Has membership in Sisters in Crime helped your writing career?

It has, in that I’ve made many good writer friends through Sisters in Crime, who have helped me in so many ways—from practical advice to plot ideas to which agents to query. After attending my first Malice Domestic conference a few years ago, I decided to start a Long Island chapter, which I co-founded with my friend, Bernadine Fagan. My two-year term of presidency is up the end of December.

Why did you decide to write children’s and young adult books as well as your adult mystery series?

I wrote children’s and young adult books first, while my sons were growing up. After that, I also wrote adult mysteries and romantic suspense. I’ve no idea why I write a book in one genre or the other. Right now I’m finishing up a children’s book—the sequel to Rufus and Magic Run Amok.

Are your books set in your home area of Long Island, New York?

My mysteries are all set on Long Island. I have a specific area or town in mind, then create my own locale. When writing Giving Up The Ghost, I envisioned high bluffs above the beach, like those in Rocky Point, but Chrissom Harbor is a fictitious setting.

Advice for novice authors?

Join writing groups. Be part of a supportive critique group. Most important, keep on writing and sending out your work.

How important is social networking and how much time do you spend on the Internet promoting your work? Your social media links.

Social networking is so very important. I spend a good deal of time on the Internet promoting my work—via emailing, Facebook groups, and Yahoo listservs. I tweet, guest blog, do what I can to get reviews for my novels. I’m never far from my computer.

You can visit Marilyn at: Her books are available at Amazon or Barnes & Noble, including A Murder Among Us (Suspense Magazine Best Indie of 2011, Murder in the Air and Giving up the Ghost.


Friday, October 26, 2012

Bubble Wrap Politics

Bubble Wrap Politics

I recently had a conversation with a friend in New Zealand who commented that he had to be careful with what he said to Americans about the presidential election because people for both candidates are easily offended.  I think he’s right.  It seems to me that many people in both camps have locked themselves into a way of perceiving the election, and maybe the whole world, in a way that discounts any information or opinion that diverges from their preconceptions.  Many of us are like separate bubbles in a sheet of bubble wrap, i.e., we feel complete and whole. We don’t acknowledge our common connections. 

I believe the last time the American population was as polarized as now was shortly before the Civil War. 

Governor Romney’s error during the second presidential debate in stating President Obama did not immediately denounce the killings in Libya as, an “act of terror” could be a reflection of the current state of politics. Apparently there was, and may still be, statements on right-wing blogs that the President did not use that language until weeks after the tragic events in spite of the transcripts and videotape showing that he did. The actual statement was ignored because it did not fit the stereotype of the president as weak on foreign policy. 

Putting politics aside for the moment, logically why wouldn’t President Obama describe act of terror as acts of terror?  If Governor Romney had been president, I believe he would have used such language.  I can’t think of any past president of the United States who would not. 

Some time ago a friend of mine mistakenly said Governor Romney told the press he had not taken part in the war in Viet Nam because he was personally “too valuable.” to risk his life in a war he had supported.  I’ll give my friend credit for admitting and correcting the statement, which originated from a politically satirical source.  Of course, Mr. Romney didn’t say anything like that. Who would?  It went around as a rumor because it fit the stereotype of the Governor as an unusually privileged person.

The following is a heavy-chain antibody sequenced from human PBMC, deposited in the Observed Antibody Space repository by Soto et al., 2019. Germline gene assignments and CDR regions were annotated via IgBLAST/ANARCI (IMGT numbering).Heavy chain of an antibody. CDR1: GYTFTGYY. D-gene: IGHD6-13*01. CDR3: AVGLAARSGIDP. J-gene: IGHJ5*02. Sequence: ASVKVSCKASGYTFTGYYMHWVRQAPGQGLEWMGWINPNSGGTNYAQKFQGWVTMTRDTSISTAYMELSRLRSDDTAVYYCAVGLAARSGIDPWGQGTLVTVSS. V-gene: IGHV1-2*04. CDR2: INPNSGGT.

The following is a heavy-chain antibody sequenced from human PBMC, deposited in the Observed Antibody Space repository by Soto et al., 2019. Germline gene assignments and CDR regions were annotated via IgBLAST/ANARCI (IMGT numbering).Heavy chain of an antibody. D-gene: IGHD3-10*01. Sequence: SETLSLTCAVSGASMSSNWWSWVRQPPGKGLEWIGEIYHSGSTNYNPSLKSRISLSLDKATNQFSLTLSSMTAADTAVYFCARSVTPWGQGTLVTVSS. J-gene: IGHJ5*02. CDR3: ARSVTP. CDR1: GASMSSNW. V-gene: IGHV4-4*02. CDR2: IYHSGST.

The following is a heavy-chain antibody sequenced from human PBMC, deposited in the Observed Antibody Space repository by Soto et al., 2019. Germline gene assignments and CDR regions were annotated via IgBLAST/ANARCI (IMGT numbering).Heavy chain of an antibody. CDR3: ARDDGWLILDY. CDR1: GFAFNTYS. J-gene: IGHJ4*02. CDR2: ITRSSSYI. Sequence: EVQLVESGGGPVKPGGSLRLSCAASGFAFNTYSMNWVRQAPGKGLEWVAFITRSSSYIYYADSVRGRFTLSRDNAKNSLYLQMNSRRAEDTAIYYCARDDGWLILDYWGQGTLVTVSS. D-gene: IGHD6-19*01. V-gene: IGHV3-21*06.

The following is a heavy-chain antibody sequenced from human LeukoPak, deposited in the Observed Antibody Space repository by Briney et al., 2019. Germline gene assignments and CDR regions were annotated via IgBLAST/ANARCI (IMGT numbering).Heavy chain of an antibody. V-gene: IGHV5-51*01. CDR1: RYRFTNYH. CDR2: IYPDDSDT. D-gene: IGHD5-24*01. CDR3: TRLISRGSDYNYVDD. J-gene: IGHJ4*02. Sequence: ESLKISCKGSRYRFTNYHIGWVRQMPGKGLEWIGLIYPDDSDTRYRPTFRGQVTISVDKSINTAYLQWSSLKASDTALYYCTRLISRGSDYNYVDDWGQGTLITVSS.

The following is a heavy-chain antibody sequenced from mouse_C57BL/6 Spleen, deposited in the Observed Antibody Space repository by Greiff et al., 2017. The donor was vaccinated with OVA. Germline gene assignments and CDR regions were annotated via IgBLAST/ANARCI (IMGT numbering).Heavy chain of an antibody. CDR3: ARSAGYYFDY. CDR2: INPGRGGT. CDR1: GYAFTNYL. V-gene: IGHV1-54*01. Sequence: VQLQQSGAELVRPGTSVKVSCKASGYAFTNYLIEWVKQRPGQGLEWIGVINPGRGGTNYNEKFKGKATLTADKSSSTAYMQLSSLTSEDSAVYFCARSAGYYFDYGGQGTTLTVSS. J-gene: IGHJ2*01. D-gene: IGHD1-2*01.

I have heard comments suggesting that each contestant has a close personal tie with the devil.

It is comfortable and comforting to interact with people who share our values and beliefs.  It’s reassuring to interact and have our beliefs supported. But when we exclude people with other ideas and values we risk ending up with perceptions that are more idealized and/or demonized than realistic.

Do you agree?  

Thursday, October 25, 2012

Events without a Scientific Explanation

Belief in ghosts, witches, vampires and zombies has waned from early years since science has debunked most of those beliefs. Although there are still people who claim to be mediums able to connect with those who have died, most have been debunked as charlatans. Most people wish they could hear from a departed loved one, so unfortunately there are always those who prey on grieving people.

After reading Kaye George's post about the little boy who could read minds, I thought about events in my life that has made me a believer in things beyond scientific explanations. The first happened after both of my grandparents had died and an uncle of mine and his son-in-law were fixing up the house so my cousin, Linda, and her husband could move into it. My uncle had left and my cousin's husband was cleaning up when he heard someone shout "Hey!" It came from the area of the basement stairs. He knew no one could be down there and left in a hurry. When he told his wife and imitated the shout, Linda immediately recognized it as our grandfather's voice. Her husband had never met him. Soon after they moved into the house, she went into labor with her second child and her mother came over to stay with the older child, still a toddler. When the child started fussing, my aunt woke up and lay there listening wondering if she'd go back to sleep. As she was lying there, she heard the back door open and close and footsteps in the kitchen. She immediately sat up and called out asking her son-in-law what her daughter had, boy or girl. There was no answer so she went to check. No one was there. Aunt Millie was not someone who was fearful or who would  have imagined something like that.